Thursday, July 29, 2010

My garden plot

Welcome to Mama's Giardiniera! Thanks for stopping by. We hope you'll enjoy the new place and stop by often. I love exchanging and  sharing gardening tips from other gardeners, so I hope I'll be hearing from some of you.
I begin this blog as part of project #150 and though I really don’t have the time nor the inclination some days to take on more tasks than I already have on my plate, I’ll give it a go.  I can’t say if I’ll even be able to keep up with it, but  wanted a space to catalog the season of gardening here in New England. I already have a cooking blog along with a personal blog--but had no place to keep notes on solely the gardens, so this is how this new blog evolved.

  I've been an avid gardener for many years, owned an herb farm for the past twenty three years where we raised culinary and medicinal herbs along with an honor system vegetable stand. Our  barnyard was a plethora of goats, sheep, chickens and ducks.  The work was hard to say the least, but most fulfilling, probably the most joyous time of my life. Nothing gave me more pleasure than firing up the greenhouse in early February so that I could begin my planting.  Sadly, for medical reasons, we sold our farm early last year and transplanted further north.. along the coast.  At the time I wasn't even sure I'd ever garden again.

Once we were settled in to our new place, I fell into an old pattern of walking daily.  One day as I took a shortcut up from the beach and across the dunes, I found myself in the middle of a land trust and private member community gardens.  Wandering through the gardens, that old itch came back to me, so I made the ususal inquiries only to be told that there was a very long waiting list, but I could apply after they heard my experience as a grower, but they couldn't make any promises.  That was in late summer of 2008.  Somewhere around mid March my phone rang with an offer of my choice!  As luck would have it two plots had become available and was I still interested?  Well, if you are a gardener, you know after a long dreary winter I wasn't about to pass up on this opportunity.  Sight unseen, I made the comittment.  I now was the new tender of two garden plots that hadn't been worked for nearly two years.  When I first arrived at the gardens I was really taken aback at what I found in my plots-- megaweeds, choking vetch, milk weed.. oh the milkweed !  And it was only mid March!  Clearly I knew my work was cut out for me--so after nearly five weeks, my new garden began taking shape.  We decided to do only raided beds.  Some boxes were found under much debris and the rest we built or restored as best we could. New trellis's were built and put in place. A cold frame and small hoop house were added to the garden, but  I really wanted to begin sowing--so after much amendment to the sandy soil here, planting began.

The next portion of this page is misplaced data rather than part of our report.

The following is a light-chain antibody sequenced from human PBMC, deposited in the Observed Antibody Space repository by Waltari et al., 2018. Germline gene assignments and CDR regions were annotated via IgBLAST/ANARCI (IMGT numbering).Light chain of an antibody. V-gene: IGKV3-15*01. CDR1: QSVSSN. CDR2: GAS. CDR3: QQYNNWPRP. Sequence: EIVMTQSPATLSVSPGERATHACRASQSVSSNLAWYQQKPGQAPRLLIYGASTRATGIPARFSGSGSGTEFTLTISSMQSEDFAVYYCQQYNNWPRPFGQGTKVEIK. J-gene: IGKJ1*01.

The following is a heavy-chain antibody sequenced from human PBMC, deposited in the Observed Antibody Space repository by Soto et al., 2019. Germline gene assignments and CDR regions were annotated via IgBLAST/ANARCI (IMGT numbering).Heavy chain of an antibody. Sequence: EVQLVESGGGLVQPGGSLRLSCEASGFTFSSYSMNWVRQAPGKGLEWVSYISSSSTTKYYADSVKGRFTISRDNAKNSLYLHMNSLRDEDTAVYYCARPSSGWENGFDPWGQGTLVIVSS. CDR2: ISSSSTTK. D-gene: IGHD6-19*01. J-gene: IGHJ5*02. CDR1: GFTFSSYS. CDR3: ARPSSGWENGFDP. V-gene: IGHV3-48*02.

Last year, my first season, was a wet one--rain, rain, rain for weeks on end as most east coasters recall.  But this year, my second season has been quite the opposite--dry dry days, with little rain.  Spring was a joy this year and my early crop abundant. Spring peas, spinach, purple top turnips, lettuce and greens, greens, greens were plentiful.  Now we fast forward to mid summer-- you know the time-- it's presently squash season.  What do all you gardeners do with so much zucchini, summer squash, cousa squash, & pattypans?  I can't believe I planted this much, nor that my yields would be so great! I share much of what I grow with elder neighbors who are so appreciative of the fresh veggies delivered to their doors, almost daily.  And before we know it, I'll be harvesting tomatoes, tomatoes, tomatoes along with all kinds of peppers!
  They told me not to go by last years horrid season to judge how my garden will grow under more normal weather conditions in this neck of the woods and so I tried not to be disappointed with the headaches that came along with so much rain.  Slugs and bugs...  early, then followed by the darn late blight.  You name it, we experienced it.  I hate comparing the two very different areas, but on our farm, we found very rich, humusy land vs. coastal sandy plots along with salty, foggy, misty night air.  A very different growing environment completely.  But a challenge that I've taken on and love every minute of it.
In addition to the typical summer veggies, this year I've added a few new items to my plots--I'm trying to grow artichokes, cardoon and  two grape vines (that I have to admit are coming along splendidly. My grapes have already formed and I think I'll yield enough to make a few jars of jam.  All things that are new for me, so it's been great fun watching them come along this season.  A neighboring gardener was kind enough to share a dozen of his luscious raspberry plants with me, so this is also new to the garden this season. He tells me that late next month I'll have plenty of fruits to pick. I can't wait!
The overall farm is a lovely lovely piece of land, a protectory for all living creatures, overlooking the downeast coast. Right now as you look across the farm, you'll be amazed at all the yellows, rusts, golds and greens of hundreds of sunflowers that are presently in bloom.  I was able to capture many shots this sunny week here and put this collage together.   This is a wonderful representation of the farm, and what my garden plots overlook.  The center shot was taken from right in the middle of my garden. The sunflowers from all of our gardens. They are such a cheerful plant--some growing over 14 feet tall!  I just love my view.  It's truly a joy to arrive in the garden in the early morning after my walk and overlook this view.  A field of wildflowers overlooking the beach.

So if you want to brighten someone's day--pick some sunflowers! Til next thyme, happy gardening!